Over the past 9 months we have been in a season of waiting and searching for a new Worship Pastor at NRH Baptist Church. We have learned many valuable lessons. From the beginning of this process, we understood that our Pastors Scott and Danny were fully empowered to search for and hire a new Worship Pastor to replace the great man we lost. Yet, they chose to include and involve us in the process and in doing so, they positioned us to grow and learn in special and meaningful ways. We learned that our pastors have servant's hearts and model godly leadership. Here is what they did and what we learned:
1. They Asked For Our Input
From the beginning, they asked what we were looking for in a worship pastor. The answers overwhelmingly revealed that a servant's heart and humility were the most important character traits to us. We were looking for someone kind, patient and gracious. We also place value on a leader who is dedicated, well-prepared and skillful. This short and simple conversation bore much fruit. We talked about how it was important that our new leader be comfortable and competent working with both a choir and an orchestra. Many of us had been through difficult transitions before and did not want to go through another one. They also sought specific counsel from veteran members of the worship department. While this position was highly desired and sought after, our Pastors took care and time to patiently search and wait for just the right person who is passionate about choir and orchestra and well able to lead us.
2. We Re-Established Our Sense of Purpose and Direction
Through this process, we have clearly established and re-affirmed our churches commitment to a choir and orchestra program. In a day when many churches have long since abandoned their choir and large instrumental groups, we are looking to not only maintain, but to grow and develop in these areas.
We have had meaningful discussions about our position as worship leaders and about serving and leading the congregation to engage in true worship.
We are a multi-generational church and are dedicated to providing an atmosphere of worship that is conducive to engaging all ages in praising God together. This sense of identity has really been codified through this process.
3. We Learned A Lot About Each Other
We got to know our Pastors better in a way that we never would have if they had left us out of the process. We saw what humble, godly men they are and by serving us through their efforts, they helped us to become more service-minded and servant hearted toward each other and the congregation.
We learned that there are many talented people in our church who are capable of directing a choir or instrumental rehearsal and many people, both staff and volunteers had opportunities to lead and help in small, medium, large and enormous ways. We learned to cooperate and come together to keep everything working. Several people had the opportunity to step up in a big way and I am grateful for them.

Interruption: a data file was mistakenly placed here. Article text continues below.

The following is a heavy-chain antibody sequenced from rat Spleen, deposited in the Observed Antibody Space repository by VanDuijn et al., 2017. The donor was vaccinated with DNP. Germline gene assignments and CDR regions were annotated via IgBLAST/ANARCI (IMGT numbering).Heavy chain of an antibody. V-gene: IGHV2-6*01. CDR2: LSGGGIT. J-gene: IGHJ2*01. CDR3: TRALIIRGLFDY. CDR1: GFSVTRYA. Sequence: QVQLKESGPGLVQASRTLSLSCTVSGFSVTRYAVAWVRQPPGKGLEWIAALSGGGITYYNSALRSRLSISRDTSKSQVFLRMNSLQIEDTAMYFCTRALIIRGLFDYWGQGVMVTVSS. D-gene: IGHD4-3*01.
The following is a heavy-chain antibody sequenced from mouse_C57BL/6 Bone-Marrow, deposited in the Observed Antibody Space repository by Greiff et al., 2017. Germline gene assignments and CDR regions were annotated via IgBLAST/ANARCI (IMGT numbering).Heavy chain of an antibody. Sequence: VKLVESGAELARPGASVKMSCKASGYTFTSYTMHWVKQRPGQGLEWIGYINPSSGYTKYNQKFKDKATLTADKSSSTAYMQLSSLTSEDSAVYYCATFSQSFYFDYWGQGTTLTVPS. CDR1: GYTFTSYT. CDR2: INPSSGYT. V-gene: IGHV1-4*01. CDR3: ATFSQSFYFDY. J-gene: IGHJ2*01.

4. We Learned To Be Humble And Appreciative
As a worship department, we have seen tremendous dedication from those who faithfully showed up week after week. I really respect that. We have learned to offer more helpful input, ask better questions and to interact in a more cooperative and collegial manner. We have learned to show more appreciation to each other. It has been a joy to watch people grow as we approached the end of this season.
5. We Learned The Value Of Accountability
Through each step of the process, our Pastors made themselves accountable to us. They chose to keep us informed and were transparent about where we were at with the search. At the end, they were able to stand in front of the church, explain the care and process that had gone into the selection of our candidate for Worship Pastor, provide a glowing reference and assure them of what a good, highly-qualified and godly man they were presenting. The church stood behind them to heartily affirm his appointment.
Because of the way our Pastors included the worship department and congregation in the process and because they were humble and held themselves accountable to the church, we have grown together instead of apart during this long process. Everyone expressed their gratitude at having a candidate brought before us and our readiness to accept a new leader was greatly enhanced. I never heard a single person express anger, irritation or frustration over the process or the wait during the last 9 months. This speaks highly to the character of individuals, but much of this is owed to the careful guidance and leadership we received from staff, volunteers and especially our Pastors. They inspired great trust and peace throughout the process and when our candidate came last weekend, things went very smoothly.
Hebrews 13:7 tells us Have confidence in your leaders and submit to their authority, because they keep watch over you as those who must give an account. Do this so that their work will be a joy, not a burden, for that would be of no benefit to you.
The word submit, hupotasso, means to partner together and cooperate with each other. It comes from a root word that describes rowing a boat together in perfect unison, the way we worked together to keep moving in the right direction. By involving us in the process, our Pastors helped to bring us into hupotasso, partnership, working toward the same goal. I believe we can all feel good about where we are at and look forward to what the future holds.
Did you miss the 1st 2 installments in this series on congregationalism? You can read them by clicking the links below: